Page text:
The patented Dynasphere is an effective air terminal which intercepts lightning discharges at a preferred point earlier than conventional lightning protection techniques. This air terminal was developed from research into the formation of corona and space charge effects around grounded points during the millisecond time-frame prior to the development of lightning upward streamers.

The Dynasphere’s floating sphere construction is passive on approach of a storm, and produces minimal corona.

In the milliseconds prior to the approach of a lightning down leader it becomes active through capacitive coupling, it absorbs energy and assists in triggering an upward intercepting discharge to capture and control the main downleader.

Lightning can then be drawn to the downconductor system to enable the safe transfer of energy to ground.

Figure 1

2.2 – Point 2: Conduct the lightning current to ground safely

Once the lightning has been captured at a preferred point, it is necessary to convey the discharge current safely to ground, and to minimise the conduction of lightning currents on ancillary conductors such as coaxial feeder cables as these can carry dangerous lightning energy directly to equipment racks.

ERICO has developed a purpose-designed, screened, downconductor cable to reduce the risk of “sideflashing and to contain the discharge to a central core conductor during a strike. In a radio base situation, this purpose-designed downconductor has the ability to reduce risks associated with conducted currents entering equipment rooms via RF feeder cables.

2.3 – Points 3 and 4: Dissipate the energy into the ground and eliminate ground loops and differentials

Once the energy is conducted to ground level, a low impedance ground is essential to dissipate the lightning energy into the earth mass as effectively as possible. The grounding systems for dedicated lightning protection terminals, tower footings and electronic equipment rooms or control centres are critical design elements.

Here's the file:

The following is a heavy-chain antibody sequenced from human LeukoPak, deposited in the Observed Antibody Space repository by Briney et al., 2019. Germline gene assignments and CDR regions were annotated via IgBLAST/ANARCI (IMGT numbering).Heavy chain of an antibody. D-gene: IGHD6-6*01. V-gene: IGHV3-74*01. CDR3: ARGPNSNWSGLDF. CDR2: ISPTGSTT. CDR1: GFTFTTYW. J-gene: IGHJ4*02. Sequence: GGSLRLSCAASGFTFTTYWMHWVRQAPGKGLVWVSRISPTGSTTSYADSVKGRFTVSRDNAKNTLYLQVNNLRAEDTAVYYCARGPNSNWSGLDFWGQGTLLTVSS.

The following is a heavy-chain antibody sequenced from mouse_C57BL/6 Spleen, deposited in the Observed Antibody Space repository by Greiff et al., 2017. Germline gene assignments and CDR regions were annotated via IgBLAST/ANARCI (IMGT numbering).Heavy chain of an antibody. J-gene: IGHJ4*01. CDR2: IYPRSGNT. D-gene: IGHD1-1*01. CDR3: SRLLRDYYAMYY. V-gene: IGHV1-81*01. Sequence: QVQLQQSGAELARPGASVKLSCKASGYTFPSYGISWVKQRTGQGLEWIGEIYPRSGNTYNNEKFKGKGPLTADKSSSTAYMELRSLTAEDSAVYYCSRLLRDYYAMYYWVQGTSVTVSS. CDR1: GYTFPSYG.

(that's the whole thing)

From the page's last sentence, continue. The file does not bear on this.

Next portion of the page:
Attributes of an ideal grounding arrangement are considered in Figures 2 and 3 and below: ·

  • Each grounding system (lightning, electrical, communications, and equipment room) must be individually of high integrity, as well as being considered a component of an overall grounding network. Where separate grounds exist, they should be bonded together (especially under transient conditions). Bonding of all grounding systems is required by Code in the US. ·
  • Because lightning is a high frequency event, it is the high frequency “impedance” that is the critical design element, not the D.C. resistance. ·
  • A ground ring should surround sensitive electronic equipment rooms, industrial plants and telecom facilities. This will reduce the risk of potential gradients across the facility. ·
  • The lightning protection ground should be directly bonded to the facility ground ring. ·
  • There should be a “single” point connection to the ground network from all equipment within a facility. Figure 2 shows an example of a welldesigned grounding system with a “single” point connection of mains power and communications equipment ground wires to the ground ring. If a surge arrives at the facility via the mains power supply, the surge protection equipment will divert excessive energy to ground, and the telecommunications and lightning protection grounds will rise equipotentially with all other grounding / ground points as they are closely bonded together. There is therefore little opportunity for potential differences between ground points creating earth loops, or causing sparking or sideflashing.

Figure 2

Figure 3 case shows a “non-preferred” system with multiple connection points to the grounding. Although adequate protection equipment on both the power and communications interfaces is provided, the separated electrical and communications grounds are located some distance apart (as shown by the parameter ‘d’.) Regardless of the impedance of each individual ground, for a very short time the potential of the electrical ground will be higher than the communications’ ground. As a result the excess energy has two potential paths to follow to reach the lower potential communications’ ground, thus creating a dangerous ‘earth loop’ that will damage sensitive electronic equipment in the equipment room.

Figure 3

  • The use of “crows foot” radial grounding techniques for the lightning protection ground allows the lightning energy to diverge as each conductor takes a share of the current. This can lower impedance and means that voltage gradients leading away from the injection point will be lower and there will be reduced danger from “step potentials” affecting equipment or people. ·